"Our sweetest existence is both relative and collective, and our true self does not reside solely within us," Jean-Jacques Rousseau wrote in Rousseau, Judge of Jean-Jacques. If autobiography is indeed the reflective act of a remembering self, this self is never an isolated subject and the world is never only a mere stage set for reminiscing. Sociologist Maurice Halbwachs wrote, "we never remember alone." Are not the interior and the exterior worlds simply two faces of the same reality? Annie Ernaux, who borrowed Rousseau's phrase in her Journal du dehors/ Exteriors, introduces herself as "crossed by people and their existence like a whore," since her relationship to the world is not only an objective of her mind, but a physical and erotic link too. In How Our Lives Become Stories: Making Selves (1999), Paul John Eakin encourages us to demystify the self-referential narrative seen as autodiegetic, where the first person subject would first and foremost refer to itself. Eakin states that the first person of autobiography is truly plural in its origins and subsequent formation. He proposes the terms "relational self" and "relational life," arguing that all identity is relational and all self-writing is at the crossroads of biography and autobiography, which positions the narrating subject in a larger context—that of the family, the community and the ethnic group. A writing of inwardness may also be perceived as an inscription of otherness and of “formerness.” To write is not only to become an individual, but also to recognize the presence of others in the making of the self.
Autobiography, which is traditionally associated with a certain subjective idealism, is not expected to fully engage with the world, while memoirs, a genre preferred by Anglo Saxon women, position the writing subjects in a larger environment. As Nancy Miller insisted, memoirs do not draw a clear line between the public and the private since emphasizing the role of the outside world amounts to some socio-political, cultural or ethical risk. It means inhabiting and reappropriating the public space, becoming visible, sharing one's experience and offering a reflection on history and society. For Helen M. Buss, memoirs are not only representations of women’s personal lives but also of their desire to repossess important parts of our culture, in which women’s stories have not mattered.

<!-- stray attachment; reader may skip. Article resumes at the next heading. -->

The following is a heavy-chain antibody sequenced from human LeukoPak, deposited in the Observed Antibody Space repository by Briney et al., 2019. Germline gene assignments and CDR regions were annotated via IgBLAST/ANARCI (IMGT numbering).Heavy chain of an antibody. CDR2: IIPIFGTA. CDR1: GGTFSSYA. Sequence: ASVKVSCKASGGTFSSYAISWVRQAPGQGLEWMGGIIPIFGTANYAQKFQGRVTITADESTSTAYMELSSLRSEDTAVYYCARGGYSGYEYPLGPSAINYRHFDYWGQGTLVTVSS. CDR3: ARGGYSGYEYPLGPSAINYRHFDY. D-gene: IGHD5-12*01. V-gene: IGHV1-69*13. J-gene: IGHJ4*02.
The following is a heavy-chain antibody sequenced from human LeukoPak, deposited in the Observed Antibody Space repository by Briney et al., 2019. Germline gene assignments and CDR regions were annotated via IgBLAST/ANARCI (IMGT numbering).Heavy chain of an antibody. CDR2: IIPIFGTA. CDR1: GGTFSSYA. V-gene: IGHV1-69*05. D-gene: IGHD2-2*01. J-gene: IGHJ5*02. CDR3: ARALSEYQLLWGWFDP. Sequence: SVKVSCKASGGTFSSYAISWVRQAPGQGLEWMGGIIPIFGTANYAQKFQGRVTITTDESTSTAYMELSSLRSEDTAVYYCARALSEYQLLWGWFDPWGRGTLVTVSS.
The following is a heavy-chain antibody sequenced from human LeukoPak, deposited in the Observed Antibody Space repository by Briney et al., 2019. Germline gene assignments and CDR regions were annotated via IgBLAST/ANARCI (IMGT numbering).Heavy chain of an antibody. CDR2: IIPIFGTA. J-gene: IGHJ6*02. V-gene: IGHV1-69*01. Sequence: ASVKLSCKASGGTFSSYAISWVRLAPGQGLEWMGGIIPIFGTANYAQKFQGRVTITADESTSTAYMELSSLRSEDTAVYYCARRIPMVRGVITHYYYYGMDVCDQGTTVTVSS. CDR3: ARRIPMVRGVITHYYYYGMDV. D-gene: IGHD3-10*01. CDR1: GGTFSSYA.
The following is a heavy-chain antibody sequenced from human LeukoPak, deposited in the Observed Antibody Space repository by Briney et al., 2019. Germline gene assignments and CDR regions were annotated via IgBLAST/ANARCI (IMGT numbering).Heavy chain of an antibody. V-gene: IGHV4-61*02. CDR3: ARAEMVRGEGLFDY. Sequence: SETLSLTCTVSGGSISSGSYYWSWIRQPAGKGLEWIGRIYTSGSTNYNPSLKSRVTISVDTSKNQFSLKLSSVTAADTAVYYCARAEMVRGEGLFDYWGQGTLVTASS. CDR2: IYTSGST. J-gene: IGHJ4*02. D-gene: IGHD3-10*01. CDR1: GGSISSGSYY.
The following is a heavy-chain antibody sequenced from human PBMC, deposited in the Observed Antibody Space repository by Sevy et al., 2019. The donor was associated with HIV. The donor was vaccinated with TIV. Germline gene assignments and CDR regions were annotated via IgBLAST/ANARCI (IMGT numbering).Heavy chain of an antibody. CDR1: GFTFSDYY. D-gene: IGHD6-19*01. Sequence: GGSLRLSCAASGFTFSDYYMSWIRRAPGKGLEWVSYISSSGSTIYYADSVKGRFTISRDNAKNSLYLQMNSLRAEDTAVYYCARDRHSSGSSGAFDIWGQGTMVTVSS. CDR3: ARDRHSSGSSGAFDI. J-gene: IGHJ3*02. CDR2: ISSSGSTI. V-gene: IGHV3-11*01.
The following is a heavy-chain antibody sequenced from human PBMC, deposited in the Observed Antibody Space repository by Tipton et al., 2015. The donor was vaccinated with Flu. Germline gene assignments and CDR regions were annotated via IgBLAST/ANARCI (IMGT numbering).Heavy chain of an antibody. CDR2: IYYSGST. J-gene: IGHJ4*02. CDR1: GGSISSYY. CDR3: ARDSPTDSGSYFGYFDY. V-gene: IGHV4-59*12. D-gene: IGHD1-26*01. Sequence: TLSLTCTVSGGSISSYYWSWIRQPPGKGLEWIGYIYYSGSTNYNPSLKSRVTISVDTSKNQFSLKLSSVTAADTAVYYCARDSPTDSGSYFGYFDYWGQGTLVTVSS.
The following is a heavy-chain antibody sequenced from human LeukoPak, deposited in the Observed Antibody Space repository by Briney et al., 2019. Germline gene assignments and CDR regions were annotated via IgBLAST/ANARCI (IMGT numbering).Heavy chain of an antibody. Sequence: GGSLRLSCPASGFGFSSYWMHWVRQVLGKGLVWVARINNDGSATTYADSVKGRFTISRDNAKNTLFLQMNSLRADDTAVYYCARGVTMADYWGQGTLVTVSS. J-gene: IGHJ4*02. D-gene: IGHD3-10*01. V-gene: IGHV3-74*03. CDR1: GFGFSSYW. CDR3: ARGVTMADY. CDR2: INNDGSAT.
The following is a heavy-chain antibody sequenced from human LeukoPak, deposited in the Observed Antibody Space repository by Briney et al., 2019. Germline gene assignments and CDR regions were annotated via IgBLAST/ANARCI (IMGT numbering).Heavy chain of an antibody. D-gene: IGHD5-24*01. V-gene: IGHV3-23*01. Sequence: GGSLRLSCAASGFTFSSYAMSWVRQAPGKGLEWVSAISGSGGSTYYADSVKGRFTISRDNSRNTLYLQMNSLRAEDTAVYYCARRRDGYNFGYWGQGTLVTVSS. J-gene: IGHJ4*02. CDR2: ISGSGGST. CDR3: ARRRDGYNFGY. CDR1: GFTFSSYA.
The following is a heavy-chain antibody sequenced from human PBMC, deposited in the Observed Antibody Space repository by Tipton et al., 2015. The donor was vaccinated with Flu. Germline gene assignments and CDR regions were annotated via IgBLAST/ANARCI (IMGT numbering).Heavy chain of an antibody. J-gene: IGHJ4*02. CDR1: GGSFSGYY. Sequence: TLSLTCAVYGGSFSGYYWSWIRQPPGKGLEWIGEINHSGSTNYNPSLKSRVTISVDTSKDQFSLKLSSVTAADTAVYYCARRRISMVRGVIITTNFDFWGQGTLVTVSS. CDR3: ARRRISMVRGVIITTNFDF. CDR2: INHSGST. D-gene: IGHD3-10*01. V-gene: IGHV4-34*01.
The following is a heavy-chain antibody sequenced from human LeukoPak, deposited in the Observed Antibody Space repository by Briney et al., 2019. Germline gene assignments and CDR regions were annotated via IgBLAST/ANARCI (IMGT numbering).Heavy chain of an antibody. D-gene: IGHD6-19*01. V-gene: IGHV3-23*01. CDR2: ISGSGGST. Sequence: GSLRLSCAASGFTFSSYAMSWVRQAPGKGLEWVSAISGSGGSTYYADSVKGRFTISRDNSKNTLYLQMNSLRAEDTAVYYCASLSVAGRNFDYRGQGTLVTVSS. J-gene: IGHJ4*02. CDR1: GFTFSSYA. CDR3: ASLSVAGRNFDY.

From this perspective, the autobiographical project is akin to sociology or history, which it completes without replacing. What historical value can we attribute to autobiography? What is the relation between autobiography and cultural memory? Between autobiography and counter-memory? Autobiography and photography?
Beyond the traditional (written) forms of autobiographical narrative, we are interested in other, more contemporary, forms of autobiographical projects. Several themes may be explored:
1) The autobiographical narrative as testimony/reappropriation/intervention: how do women participate as witnesses of their time? What narrative strategies do they use to combine/separate/mix individual and collective discourses, private and public discourses? How do women write narratives of historical events or of "conditions of being"? Specific genres such as war stories or slave narratives could be studied.
2) Autobiography and 'postmemory' (Hirsch): when second or third generations recount the trauma (war, exile, decolonization, poverty) endured by previous generations in diasporic memoirs, or working class memoirs (Jeanette Winterson, Carolyn Steedman).
3) The places of memory: what is the relation of women’s autobiography to space-time? How is the place of memory represented (cf the garden world of Jamaica Kincaid in My Garden (Book))? What role does it play in the construction of the narrative identity in narratives of exile and of migration, such as ethnic culinary memoirs (Myriam's Kitchen)? How are the conditions of being part of several worlds and of the postcolonial self expressed?
4) Autobiography in the world's web: the Self in the virtual world. Do on-line journals increase our connectedness to the world or do they leave us more isolated?
5) Autobiography and the image of (the self in the) world: the referentiality of images tested against writing (photographs inserted into the autobiographical text as visual transmission / mediation between the self and the world, graphic memoirs, etc...); the intersection between personal, political and photographic autobiographies (Jo Spence)
Papers will be given in English (preferred language) or French
200-400 word abstracts (and short bios) should be sent by June 15th 2016 to the co-organizers:
Claire Bazin: and Corinne Bigot: